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The Existential Experiment:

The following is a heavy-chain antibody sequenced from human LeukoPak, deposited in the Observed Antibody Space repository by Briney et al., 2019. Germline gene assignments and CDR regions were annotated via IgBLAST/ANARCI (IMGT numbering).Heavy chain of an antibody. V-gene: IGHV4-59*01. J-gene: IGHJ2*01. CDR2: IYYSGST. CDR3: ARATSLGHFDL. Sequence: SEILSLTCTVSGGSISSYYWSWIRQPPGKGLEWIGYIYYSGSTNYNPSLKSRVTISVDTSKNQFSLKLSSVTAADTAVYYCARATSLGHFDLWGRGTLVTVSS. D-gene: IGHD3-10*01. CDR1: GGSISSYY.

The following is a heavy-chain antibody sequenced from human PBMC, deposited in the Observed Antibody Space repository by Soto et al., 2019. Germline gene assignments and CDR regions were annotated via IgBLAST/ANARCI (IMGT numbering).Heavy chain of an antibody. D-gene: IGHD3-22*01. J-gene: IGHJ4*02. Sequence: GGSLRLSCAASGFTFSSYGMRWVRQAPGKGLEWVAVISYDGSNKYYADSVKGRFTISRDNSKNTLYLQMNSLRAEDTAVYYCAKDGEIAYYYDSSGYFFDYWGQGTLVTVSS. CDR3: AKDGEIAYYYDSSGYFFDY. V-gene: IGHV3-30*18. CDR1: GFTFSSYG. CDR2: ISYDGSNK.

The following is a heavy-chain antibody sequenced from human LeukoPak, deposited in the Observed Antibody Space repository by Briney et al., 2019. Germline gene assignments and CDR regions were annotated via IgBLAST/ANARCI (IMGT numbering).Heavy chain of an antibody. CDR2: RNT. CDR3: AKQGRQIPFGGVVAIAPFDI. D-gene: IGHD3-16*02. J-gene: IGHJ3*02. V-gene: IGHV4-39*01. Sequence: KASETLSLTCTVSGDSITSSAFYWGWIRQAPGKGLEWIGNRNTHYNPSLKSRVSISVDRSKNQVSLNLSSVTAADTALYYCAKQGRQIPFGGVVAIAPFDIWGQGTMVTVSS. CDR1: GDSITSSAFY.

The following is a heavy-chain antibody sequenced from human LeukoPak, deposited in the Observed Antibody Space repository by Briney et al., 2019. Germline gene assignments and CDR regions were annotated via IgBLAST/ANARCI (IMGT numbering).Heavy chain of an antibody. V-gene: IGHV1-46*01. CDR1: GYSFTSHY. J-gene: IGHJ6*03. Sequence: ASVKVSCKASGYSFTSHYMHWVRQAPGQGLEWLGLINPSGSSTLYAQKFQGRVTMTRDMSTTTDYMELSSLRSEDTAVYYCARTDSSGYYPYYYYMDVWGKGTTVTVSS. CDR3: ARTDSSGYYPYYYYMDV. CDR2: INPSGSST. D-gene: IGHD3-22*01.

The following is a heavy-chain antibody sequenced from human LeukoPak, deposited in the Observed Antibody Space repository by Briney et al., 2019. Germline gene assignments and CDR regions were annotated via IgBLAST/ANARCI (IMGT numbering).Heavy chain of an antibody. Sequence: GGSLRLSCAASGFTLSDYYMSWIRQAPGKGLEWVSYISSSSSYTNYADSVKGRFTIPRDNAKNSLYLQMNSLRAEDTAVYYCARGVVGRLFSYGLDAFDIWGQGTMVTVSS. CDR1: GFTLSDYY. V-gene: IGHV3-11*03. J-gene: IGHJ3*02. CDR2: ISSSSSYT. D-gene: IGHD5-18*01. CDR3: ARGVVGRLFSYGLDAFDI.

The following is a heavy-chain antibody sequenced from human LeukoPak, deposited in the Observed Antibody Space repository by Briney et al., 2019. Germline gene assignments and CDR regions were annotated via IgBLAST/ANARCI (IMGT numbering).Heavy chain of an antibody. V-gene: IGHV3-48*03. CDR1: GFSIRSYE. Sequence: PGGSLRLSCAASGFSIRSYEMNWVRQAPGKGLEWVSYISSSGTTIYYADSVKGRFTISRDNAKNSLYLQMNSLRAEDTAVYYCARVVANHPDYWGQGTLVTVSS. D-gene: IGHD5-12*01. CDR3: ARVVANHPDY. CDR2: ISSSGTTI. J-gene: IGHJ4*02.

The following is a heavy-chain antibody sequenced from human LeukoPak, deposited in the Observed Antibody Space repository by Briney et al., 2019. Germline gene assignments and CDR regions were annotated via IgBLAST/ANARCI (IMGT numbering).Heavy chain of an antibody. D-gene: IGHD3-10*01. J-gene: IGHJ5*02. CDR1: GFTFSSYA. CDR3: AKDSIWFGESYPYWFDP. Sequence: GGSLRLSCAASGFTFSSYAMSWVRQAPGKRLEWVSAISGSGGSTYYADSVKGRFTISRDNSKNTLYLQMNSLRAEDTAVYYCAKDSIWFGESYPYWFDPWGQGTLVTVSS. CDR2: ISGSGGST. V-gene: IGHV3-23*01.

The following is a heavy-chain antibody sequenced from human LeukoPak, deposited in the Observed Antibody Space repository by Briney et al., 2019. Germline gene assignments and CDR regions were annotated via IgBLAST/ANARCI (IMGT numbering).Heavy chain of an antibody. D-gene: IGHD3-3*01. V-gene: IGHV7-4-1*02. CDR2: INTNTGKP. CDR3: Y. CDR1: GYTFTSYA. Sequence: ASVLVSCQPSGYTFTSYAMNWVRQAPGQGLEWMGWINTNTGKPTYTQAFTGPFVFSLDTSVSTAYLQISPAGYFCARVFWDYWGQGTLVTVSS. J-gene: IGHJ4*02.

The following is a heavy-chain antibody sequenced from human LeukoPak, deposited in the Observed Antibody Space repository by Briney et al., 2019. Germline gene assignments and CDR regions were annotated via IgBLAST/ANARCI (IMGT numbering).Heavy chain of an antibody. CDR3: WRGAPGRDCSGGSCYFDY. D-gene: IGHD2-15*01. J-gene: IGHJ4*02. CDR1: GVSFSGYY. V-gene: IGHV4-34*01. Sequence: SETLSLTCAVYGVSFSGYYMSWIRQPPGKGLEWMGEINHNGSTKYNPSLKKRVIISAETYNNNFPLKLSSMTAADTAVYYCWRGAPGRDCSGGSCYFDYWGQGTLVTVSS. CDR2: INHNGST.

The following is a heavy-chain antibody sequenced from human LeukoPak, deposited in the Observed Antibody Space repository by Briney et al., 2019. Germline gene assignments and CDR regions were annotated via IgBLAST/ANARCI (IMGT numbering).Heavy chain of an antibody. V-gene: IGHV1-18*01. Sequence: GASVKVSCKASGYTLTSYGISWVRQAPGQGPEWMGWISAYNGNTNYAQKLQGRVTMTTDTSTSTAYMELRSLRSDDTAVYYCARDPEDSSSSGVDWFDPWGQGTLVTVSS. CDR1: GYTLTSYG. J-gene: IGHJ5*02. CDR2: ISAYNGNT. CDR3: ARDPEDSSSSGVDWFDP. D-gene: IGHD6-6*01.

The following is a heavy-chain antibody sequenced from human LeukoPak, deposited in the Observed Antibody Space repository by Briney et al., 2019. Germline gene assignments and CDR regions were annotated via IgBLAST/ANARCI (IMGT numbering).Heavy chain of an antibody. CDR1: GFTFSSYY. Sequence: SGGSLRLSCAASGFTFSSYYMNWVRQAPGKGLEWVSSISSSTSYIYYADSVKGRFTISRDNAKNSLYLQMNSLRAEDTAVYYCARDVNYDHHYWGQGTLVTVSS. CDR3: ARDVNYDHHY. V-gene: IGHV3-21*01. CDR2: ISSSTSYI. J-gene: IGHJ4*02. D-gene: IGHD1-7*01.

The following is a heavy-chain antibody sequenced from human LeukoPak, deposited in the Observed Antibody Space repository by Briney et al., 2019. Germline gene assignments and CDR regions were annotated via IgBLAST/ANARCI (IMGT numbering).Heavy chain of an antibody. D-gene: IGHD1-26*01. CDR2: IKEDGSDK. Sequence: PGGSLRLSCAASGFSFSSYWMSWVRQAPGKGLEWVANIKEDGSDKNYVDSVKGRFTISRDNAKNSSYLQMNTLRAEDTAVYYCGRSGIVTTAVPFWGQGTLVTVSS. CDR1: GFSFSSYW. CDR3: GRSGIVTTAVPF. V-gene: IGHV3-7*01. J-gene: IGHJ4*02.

Playing music you write to a room full of enthusiastic people is really one of the greatest feelings I've ever experienced in my life. It is an experience that I would encourage anyone who writes their own music to aim for. The good news is it's a reachable goal. I didn't realize how much I missed the camaraderie of being in a band, hitting the road, and doing it together. There is a bond that gets formed, regardless of personal differences, or personality traits or whatever... it's unavoidable. You get tighter as people (sometimes this means you see both sides of people's humanity, the good and the bad), and tighter as a band. There is definitely a thing called "tour tight"... its kind of unexplainable, but after so many shows on the road, you all just gel better musically. We weren't out there quite long enough to get deep into that tightness, but it was there, lurking, and I could feel it. I wanted to drink it in more, I wanted to let that feeling wash over me more. I got a taste, and it was sweet. Touring is also an amazing social experiment, and way more times than naught, you get reminded of people's innate goodness. The kindness of strangers is a wonderful thing to behold. It is so easy to believe that the human race is going to hell in a hand basket, but when you get out there, meet people face to face, give them a genuine smile, you would be surprised at how many genuine smiles you get in return. Maybe that speaks more for the power of music, than anything else, but the fact remains, there are a lot of kind people out there who will offer you a couch to sleep on, buy a CD to support your dreams, cheer you on,  buy you a beer, talk guitar tones, or lend you an amp if yours breaks. I could go on and on. Touring is also a great time to catch up with old friends that you don't get to see on the regular. It is truly one of the best things about being on the road. I would go through and name all my friends that I got to see and spend some quality time with this last time out, but there are too many to name. I miss them already. All in all, the tour was very successful. When we got up to upstate NY to play the Grass Roots Festival (which is attended by about 10k-15k people), we were in shape, and we brought our A game. Nothing compares to the roar of a crowd after a particular enthusiastic song or musical moment... and my end goal all along was to get that roar, and we did, more than once. I can't tell you exactly what it feels like to be the target of a crowds raging storm of energy, but it feels so good. Its a drug, and I want more of it.